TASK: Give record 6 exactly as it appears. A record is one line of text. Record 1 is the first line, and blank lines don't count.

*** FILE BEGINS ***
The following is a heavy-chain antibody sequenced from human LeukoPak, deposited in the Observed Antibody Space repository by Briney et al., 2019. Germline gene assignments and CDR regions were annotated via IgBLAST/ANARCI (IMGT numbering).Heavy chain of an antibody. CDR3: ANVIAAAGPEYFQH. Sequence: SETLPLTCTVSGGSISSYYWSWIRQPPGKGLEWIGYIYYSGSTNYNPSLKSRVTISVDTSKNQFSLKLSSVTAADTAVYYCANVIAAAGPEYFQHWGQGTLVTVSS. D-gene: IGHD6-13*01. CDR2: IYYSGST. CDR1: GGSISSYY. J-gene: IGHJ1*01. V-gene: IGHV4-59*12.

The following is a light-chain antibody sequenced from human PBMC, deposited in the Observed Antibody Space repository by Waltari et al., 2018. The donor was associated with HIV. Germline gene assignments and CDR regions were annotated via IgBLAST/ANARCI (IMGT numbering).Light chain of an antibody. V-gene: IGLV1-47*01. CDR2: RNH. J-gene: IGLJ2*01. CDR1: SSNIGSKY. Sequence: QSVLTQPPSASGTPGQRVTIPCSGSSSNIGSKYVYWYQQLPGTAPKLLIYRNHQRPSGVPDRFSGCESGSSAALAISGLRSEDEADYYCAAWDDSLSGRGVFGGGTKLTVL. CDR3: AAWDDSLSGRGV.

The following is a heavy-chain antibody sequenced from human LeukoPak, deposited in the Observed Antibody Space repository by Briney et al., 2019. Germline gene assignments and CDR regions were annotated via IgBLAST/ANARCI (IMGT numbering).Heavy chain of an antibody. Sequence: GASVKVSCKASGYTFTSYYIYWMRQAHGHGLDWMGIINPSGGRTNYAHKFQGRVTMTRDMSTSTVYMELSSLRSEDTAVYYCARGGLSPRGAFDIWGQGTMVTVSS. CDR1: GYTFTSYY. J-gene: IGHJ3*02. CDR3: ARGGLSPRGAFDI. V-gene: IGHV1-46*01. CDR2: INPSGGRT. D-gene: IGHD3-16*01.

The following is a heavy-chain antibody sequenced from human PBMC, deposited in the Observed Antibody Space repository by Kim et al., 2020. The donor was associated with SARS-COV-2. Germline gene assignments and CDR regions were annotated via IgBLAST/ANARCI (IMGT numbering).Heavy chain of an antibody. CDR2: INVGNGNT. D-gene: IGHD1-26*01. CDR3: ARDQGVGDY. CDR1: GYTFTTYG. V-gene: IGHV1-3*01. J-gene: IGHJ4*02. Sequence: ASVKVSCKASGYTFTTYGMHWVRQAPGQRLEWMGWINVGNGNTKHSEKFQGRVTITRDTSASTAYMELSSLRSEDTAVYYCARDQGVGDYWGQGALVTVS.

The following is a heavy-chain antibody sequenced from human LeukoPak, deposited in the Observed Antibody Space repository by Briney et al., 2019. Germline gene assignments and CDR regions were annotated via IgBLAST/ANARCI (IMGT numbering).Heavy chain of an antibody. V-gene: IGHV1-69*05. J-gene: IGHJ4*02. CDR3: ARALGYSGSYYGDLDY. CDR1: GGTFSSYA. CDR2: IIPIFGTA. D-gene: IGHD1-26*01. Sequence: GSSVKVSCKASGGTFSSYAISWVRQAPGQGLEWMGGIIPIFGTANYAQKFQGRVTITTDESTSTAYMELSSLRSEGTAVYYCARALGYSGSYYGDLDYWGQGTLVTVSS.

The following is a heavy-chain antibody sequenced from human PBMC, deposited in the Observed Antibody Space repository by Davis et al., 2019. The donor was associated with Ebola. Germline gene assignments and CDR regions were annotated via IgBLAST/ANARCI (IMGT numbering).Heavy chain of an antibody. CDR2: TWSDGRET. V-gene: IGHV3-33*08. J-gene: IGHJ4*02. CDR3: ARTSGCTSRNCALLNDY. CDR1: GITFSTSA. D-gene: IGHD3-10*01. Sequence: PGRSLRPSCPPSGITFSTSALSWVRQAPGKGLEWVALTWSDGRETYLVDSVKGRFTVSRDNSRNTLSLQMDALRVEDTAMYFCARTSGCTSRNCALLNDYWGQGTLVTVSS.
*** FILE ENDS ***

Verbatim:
The following is a heavy-chain antibody sequenced from human PBMC, deposited in the Observed Antibody Space repository by Davis et al., 2019. The donor was associated with Ebola. Germline gene assignments and CDR regions were annotated via IgBLAST/ANARCI (IMGT numbering).Heavy chain of an antibody. CDR2: TWSDGRET. V-gene: IGHV3-33*08. J-gene: IGHJ4*02. CDR3: ARTSGCTSRNCALLNDY. CDR1: GITFSTSA. D-gene: IGHD3-10*01. Sequence: PGRSLRPSCPPSGITFSTSALSWVRQAPGKGLEWVALTWSDGRETYLVDSVKGRFTVSRDNSRNTLSLQMDALRVEDTAMYFCARTSGCTSRNCALLNDYWGQGTLVTVSS.